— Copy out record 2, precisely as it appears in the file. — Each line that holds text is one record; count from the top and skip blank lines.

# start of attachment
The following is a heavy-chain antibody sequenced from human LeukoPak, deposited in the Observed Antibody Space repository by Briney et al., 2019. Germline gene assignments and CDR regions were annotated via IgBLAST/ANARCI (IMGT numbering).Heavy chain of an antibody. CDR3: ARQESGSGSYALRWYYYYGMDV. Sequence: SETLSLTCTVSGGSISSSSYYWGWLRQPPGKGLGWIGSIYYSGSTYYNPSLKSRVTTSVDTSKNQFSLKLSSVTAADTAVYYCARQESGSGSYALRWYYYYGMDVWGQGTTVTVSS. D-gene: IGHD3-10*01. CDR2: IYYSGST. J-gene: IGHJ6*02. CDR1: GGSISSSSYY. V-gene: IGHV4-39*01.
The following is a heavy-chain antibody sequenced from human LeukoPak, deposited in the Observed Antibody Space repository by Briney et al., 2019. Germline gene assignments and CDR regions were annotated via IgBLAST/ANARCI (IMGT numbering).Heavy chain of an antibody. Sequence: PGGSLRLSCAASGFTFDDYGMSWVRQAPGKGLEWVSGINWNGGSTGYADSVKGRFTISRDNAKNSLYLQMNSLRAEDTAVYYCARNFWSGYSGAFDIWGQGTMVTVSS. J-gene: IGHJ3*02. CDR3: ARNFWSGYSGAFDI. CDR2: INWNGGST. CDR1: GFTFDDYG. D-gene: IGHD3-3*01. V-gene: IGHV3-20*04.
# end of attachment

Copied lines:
The following is a heavy-chain antibody sequenced from human LeukoPak, deposited in the Observed Antibody Space repository by Briney et al., 2019. Germline gene assignments and CDR regions were annotated via IgBLAST/ANARCI (IMGT numbering).Heavy chain of an antibody. Sequence: PGGSLRLSCAASGFTFDDYGMSWVRQAPGKGLEWVSGINWNGGSTGYADSVKGRFTISRDNAKNSLYLQMNSLRAEDTAVYYCARNFWSGYSGAFDIWGQGTMVTVSS. J-gene: IGHJ3*02. CDR3: ARNFWSGYSGAFDI. CDR2: INWNGGST. CDR1: GFTFDDYG. D-gene: IGHD3-3*01. V-gene: IGHV3-20*04.